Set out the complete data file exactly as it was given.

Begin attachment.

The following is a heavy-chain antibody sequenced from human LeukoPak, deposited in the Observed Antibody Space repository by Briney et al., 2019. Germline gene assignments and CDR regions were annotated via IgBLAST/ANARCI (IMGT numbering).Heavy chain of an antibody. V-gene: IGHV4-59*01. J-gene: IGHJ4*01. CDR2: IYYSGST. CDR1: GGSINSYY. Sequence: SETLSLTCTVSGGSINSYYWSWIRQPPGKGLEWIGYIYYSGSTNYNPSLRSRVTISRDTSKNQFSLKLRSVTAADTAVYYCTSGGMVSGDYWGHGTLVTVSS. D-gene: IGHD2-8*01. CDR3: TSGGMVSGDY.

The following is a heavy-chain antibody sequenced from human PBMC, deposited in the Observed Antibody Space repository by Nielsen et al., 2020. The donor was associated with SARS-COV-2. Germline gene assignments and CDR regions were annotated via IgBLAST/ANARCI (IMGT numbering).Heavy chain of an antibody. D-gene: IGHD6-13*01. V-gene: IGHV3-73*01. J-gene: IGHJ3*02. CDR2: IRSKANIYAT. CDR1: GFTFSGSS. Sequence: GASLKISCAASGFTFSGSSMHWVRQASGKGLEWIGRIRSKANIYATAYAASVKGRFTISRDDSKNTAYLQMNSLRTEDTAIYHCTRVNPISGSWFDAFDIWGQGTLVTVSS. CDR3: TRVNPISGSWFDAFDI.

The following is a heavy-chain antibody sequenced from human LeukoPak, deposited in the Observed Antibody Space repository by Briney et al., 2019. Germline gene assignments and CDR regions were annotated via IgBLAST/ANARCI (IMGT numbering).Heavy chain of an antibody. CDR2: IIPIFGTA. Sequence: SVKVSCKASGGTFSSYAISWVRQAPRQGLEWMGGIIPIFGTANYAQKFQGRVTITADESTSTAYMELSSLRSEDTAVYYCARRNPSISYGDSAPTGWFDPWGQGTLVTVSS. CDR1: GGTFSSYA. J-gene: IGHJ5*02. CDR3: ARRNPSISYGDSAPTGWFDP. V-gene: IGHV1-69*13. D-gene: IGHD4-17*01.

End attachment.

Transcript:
The following is a heavy-chain antibody sequenced from human LeukoPak, deposited in the Observed Antibody Space repository by Briney et al., 2019. Germline gene assignments and CDR regions were annotated via IgBLAST/ANARCI (IMGT numbering).Heavy chain of an antibody. V-gene: IGHV4-59*01. J-gene: IGHJ4*01. CDR2: IYYSGST. CDR1: GGSINSYY. Sequence: SETLSLTCTVSGGSINSYYWSWIRQPPGKGLEWIGYIYYSGSTNYNPSLRSRVTISRDTSKNQFSLKLRSVTAADTAVYYCTSGGMVSGDYWGHGTLVTVSS. D-gene: IGHD2-8*01. CDR3: TSGGMVSGDY.

The following is a heavy-chain antibody sequenced from human PBMC, deposited in the Observed Antibody Space repository by Nielsen et al., 2020. The donor was associated with SARS-COV-2. Germline gene assignments and CDR regions were annotated via IgBLAST/ANARCI (IMGT numbering).Heavy chain of an antibody. D-gene: IGHD6-13*01. V-gene: IGHV3-73*01. J-gene: IGHJ3*02. CDR2: IRSKANIYAT. CDR1: GFTFSGSS. Sequence: GASLKISCAASGFTFSGSSMHWVRQASGKGLEWIGRIRSKANIYATAYAASVKGRFTISRDDSKNTAYLQMNSLRTEDTAIYHCTRVNPISGSWFDAFDIWGQGTLVTVSS. CDR3: TRVNPISGSWFDAFDI.

The following is a heavy-chain antibody sequenced from human LeukoPak, deposited in the Observed Antibody Space repository by Briney et al., 2019. Germline gene assignments and CDR regions were annotated via IgBLAST/ANARCI (IMGT numbering).Heavy chain of an antibody. CDR2: IIPIFGTA. Sequence: SVKVSCKASGGTFSSYAISWVRQAPRQGLEWMGGIIPIFGTANYAQKFQGRVTITADESTSTAYMELSSLRSEDTAVYYCARRNPSISYGDSAPTGWFDPWGQGTLVTVSS. CDR1: GGTFSSYA. J-gene: IGHJ5*02. CDR3: ARRNPSISYGDSAPTGWFDP. V-gene: IGHV1-69*13. D-gene: IGHD4-17*01.